RadioandMusic
| 04 Apr 2020
Ficci Frames 2013: Media industry lacks reliable data

MUMBAI: Ficci Media & Entertainment Committee chairman Uday Shankar highlighted the key challenges faced by the media and entertainment industry at the inaugural session of Ficci Frames 2013 in Mumbai.

Shankar mentioned that in the last ten years there was a manifold growth in channels, films, newspaper, radio stations and other forms of media. The large growing media and entertainment industry only lacks the skill of man power for the same.

''This industry is an economic enterprise like the best of them and is capable of creating employment and wealth much faster than most other sectors and with the ability to be a force multiplier, like it is in most countries,” Shankar said, adding that the $15-billion industry employs as many as six million people.

“There is lack of an institution to support the growth. There is no proper course for media in India,” he added.

With the sector poised to double in size by 2017 and aid job creation by removing key challenges including stifled freedom of expression, he said that India’s media and entertainment industry has great potential to herald a new era of economic expansion.

Speaking about the challenges, he praised the media industry for being a huge employment generator but at the same time addressed the policies of the government as a huge challenge. “We are hoping for a policy support than resources support.”

Usually, we disagree to agree was the way he started of addressing other major issues for media and entertainment industry in a democratic country like India- freedom of expression.Delivering the theme address at the conclave, Shankar said efforts to curb free speech in a robust democracy like India is one of the biggest challenges that can potentially derail the industry from its trajectory.

“When Satyamev Jayate points to weaknesses in the medical system, doctors are offended. When Jolly LLB creates a courtroom satire, lawyers are offended. Even when a precocious teenager posts a comment on Facebook, some people start baying for her blood,” Shankar said. “What is interesting to me is that we all agree that the role of media is to question the status quo. But with the right to question must come the right to provoke and the right to offend.”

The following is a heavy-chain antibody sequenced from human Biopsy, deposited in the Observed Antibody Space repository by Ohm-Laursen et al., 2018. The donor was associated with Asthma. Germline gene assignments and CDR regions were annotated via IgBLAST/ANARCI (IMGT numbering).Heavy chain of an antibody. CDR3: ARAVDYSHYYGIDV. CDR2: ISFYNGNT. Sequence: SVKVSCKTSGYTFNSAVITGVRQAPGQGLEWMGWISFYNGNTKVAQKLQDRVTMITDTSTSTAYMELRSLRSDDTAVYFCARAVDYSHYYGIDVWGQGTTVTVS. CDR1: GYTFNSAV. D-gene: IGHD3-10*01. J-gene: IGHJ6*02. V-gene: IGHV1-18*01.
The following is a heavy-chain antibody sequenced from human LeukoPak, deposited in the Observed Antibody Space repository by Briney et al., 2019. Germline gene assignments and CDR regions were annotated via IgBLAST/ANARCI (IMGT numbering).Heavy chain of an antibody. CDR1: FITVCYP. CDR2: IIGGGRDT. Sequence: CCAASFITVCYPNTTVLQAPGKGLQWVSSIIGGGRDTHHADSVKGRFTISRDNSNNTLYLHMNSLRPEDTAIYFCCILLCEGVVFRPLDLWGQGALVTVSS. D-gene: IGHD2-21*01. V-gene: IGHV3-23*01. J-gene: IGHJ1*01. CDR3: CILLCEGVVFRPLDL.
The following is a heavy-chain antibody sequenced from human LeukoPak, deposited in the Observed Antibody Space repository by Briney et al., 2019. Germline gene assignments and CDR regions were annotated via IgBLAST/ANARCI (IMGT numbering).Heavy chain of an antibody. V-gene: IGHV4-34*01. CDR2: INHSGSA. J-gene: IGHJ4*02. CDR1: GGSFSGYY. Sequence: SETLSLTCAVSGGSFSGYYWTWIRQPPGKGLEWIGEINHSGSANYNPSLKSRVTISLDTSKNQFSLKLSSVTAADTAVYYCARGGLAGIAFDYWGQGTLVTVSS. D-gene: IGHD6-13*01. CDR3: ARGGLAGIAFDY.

One of the major challenges that the media industry has been facing for ages is the lack of reliable data. He added that the industry doesn’t have basic facts or data that is handy; be it selling of tickets or television programming viewership.

“Numbers are supposed to be the foundations of rational business decisions but how can we make decisions when professionals in the business of numbers can’t get their numbers straight?” he said. “The lack of reliable data is not limited to TAM. In fact, as a TV executive, I am surprised sometimes how I am even able to function. I do not know enough about my viewers – in fact I don’t even know how many of them are there. There are 140 million cable and satellite homes but the measured universe is 62 million households. The country’s premier media agencies can’t even seem to agree on a fact as basic as the size of the advertising market.”

The theme addressed was followed by the release of  (Ficci)-KPMG Media & Entertainment 2013 report released by Jehil Thakkar.

Dr. Soon Tae Park Deputy Minister for Culture, Sports and Tourism in South Korea, Walt Disney International chairman Andy Bird, Ficci president Naina Lal Kidwai, co-chair Ficci Frames and film-maker Ramesh Sippy and secretary general Ficci Dr A Didar Singh shared the dias with Shankar at the inaugural session moderated by filmmaker and co-chair of Ficci’s M&E committee Karan Johar.